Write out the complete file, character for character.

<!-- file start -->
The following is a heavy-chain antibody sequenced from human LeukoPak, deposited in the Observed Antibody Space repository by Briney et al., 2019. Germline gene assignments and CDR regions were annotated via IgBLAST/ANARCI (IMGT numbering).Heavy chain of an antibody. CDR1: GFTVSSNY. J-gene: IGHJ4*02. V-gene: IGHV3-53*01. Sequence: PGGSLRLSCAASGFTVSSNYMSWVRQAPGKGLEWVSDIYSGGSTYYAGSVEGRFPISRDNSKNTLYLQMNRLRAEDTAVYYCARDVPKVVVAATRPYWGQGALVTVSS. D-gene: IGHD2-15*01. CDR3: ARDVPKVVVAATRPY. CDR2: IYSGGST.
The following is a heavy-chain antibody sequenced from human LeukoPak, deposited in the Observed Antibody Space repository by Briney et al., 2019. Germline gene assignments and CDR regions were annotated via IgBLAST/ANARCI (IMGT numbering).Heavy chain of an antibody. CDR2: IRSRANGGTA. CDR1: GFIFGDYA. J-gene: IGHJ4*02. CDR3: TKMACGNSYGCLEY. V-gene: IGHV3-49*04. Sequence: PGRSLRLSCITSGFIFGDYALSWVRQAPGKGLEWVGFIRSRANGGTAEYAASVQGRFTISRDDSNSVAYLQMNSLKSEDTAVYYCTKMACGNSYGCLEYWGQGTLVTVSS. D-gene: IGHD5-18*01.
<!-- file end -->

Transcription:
The following is a heavy-chain antibody sequenced from human LeukoPak, deposited in the Observed Antibody Space repository by Briney et al., 2019. Germline gene assignments and CDR regions were annotated via IgBLAST/ANARCI (IMGT numbering).Heavy chain of an antibody. CDR1: GFTVSSNY. J-gene: IGHJ4*02. V-gene: IGHV3-53*01. Sequence: PGGSLRLSCAASGFTVSSNYMSWVRQAPGKGLEWVSDIYSGGSTYYAGSVEGRFPISRDNSKNTLYLQMNRLRAEDTAVYYCARDVPKVVVAATRPYWGQGALVTVSS. D-gene: IGHD2-15*01. CDR3: ARDVPKVVVAATRPY. CDR2: IYSGGST.
The following is a heavy-chain antibody sequenced from human LeukoPak, deposited in the Observed Antibody Space repository by Briney et al., 2019. Germline gene assignments and CDR regions were annotated via IgBLAST/ANARCI (IMGT numbering).Heavy chain of an antibody. CDR2: IRSRANGGTA. CDR1: GFIFGDYA. J-gene: IGHJ4*02. CDR3: TKMACGNSYGCLEY. V-gene: IGHV3-49*04. Sequence: PGRSLRLSCITSGFIFGDYALSWVRQAPGKGLEWVGFIRSRANGGTAEYAASVQGRFTISRDDSNSVAYLQMNSLKSEDTAVYYCTKMACGNSYGCLEYWGQGTLVTVSS. D-gene: IGHD5-18*01.